U.S. soybean farmers are committed to providing safe, high quality and sustainable ingredients—thereby creating a dependable supply of food for our communities. Using innovative techniques, farmers produce soybean crops in an environmentally friendly way. Once the soybeans are harvested, they’re used in numerous goods and soyfoods across America.
U.S. Soybean Production Basics
Agriculture is an essential industry to the U.S. economy, and U.S. soybean farmers work hard to keep shelves stocked and feed families around the world. In fact, American farmers work every day with the goal of producing 60% more food by 2050 to feed our growing population, which is expected to increase by two billion people over the next 30 years. Despite the growing demand for soybean crops, sustainable soybean production is a top priority.
Soybeans are one of the most versatile plants in the U.S. They’re used in recipes and household goods alike. Soybean fields are also resilient to changing soil conditions. Harvesting soybeans involves growing genetically modified and non-genetically modified beans using both conventional and organic farming practices to meet consumer demand.
Innovative U.S. Soybean Production
Farmers pursue innovation in soybean production by using regenerative agriculture and biotechnology farming—farming with scientific tools and discoveries. To support these aims, the United Soybean Board works with farmers to establish best practices that allow soy farmers to be more efficient with their inputs and work toward producing a better bean.
Producing Soybeans with Agriculture Technology and Biotechnology
Different types of agriculture technology (AgTech), particularly biotechnology, are bringing farming into the modern age. Bioengineering has multiple benefits for soybean farmers, including reducing herbicide usage, preventing weeds and insects, increasing harvest size and profit, and helping the environment.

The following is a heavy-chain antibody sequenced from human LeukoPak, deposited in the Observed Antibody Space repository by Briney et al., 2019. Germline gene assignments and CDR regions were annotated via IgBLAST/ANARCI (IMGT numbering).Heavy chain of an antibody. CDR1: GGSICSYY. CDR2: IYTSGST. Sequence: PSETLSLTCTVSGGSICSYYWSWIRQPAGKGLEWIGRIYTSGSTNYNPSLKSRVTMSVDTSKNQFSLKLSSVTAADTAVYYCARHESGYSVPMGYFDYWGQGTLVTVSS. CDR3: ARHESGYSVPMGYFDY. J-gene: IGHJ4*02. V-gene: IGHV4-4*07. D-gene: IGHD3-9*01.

Farmers are also turning to sustainable techniques, like precision farming, to grow their soy crops. Precision farming increases efficiency by helping farmers identify exactly what their soybean crops need and when they need it. Technologies like GPS and satellite mapping also help farmers use their land more effectively. These innovative practices help yield a nutritional product, protect against harsh weather, and address hunger around the world.
How Is Soy Harvested?
Soybean harvesting is similar to harvesting other crops grown in the United States. Soybeans are harvested in the fall when they’re mature. As soybeans mature, their leaves start to turn yellow, and when the leaves of the soybeans turn brown and fall off, their pods are left exposed and the soybean fields are ready to be harvested.
Soybean fields are harvested using a combine, or a large machine used to harvest grains. The combine’s header harvests soybeans by cutting and collecting the soybean plants, removing their stems and pods, and moving the harvested soybeans into its tank. Once the combine’s tank is full, farmers empty the harvested beans into a grain truck or wagon and take them to a grain dealer or storage facility.
The Most Popular Soybean Crops
The yellow soybean is the most common soybean crop in the U.S. Most processed soybean products, including miso and tofu, are made from yellow soybeans. Other types of soybean crops include green, black, white, and red soybeans.
Uses of Soybeans
Once harvested, soybeans have a range of uses. Most farmers grow beans that are sold as animal feed or processed into soybean oil. Soybean oil can be used as cooking oil, sold in stores as "vegetable oil," or used by the food industry in products and on menus. Soybean oil also has industrial applications such as rubber, lubricants, and adhesives. Others grow high-quality beans that are made into soyfoods like tofu.
No matter the soybean use, for U.S. soybean farmers, growing soybeans is more than a job—it’s their life, legacy, and passion. You can sense their dedication every time you bite into a delicious soy dish.
Many people want to incorporate soy into their diets but feel confused by the mixed messages around soy. Debunk these common soy misconceptions and learn why Soyfoods deserve a spot on your table by visiting our Soy Myths and Facts page.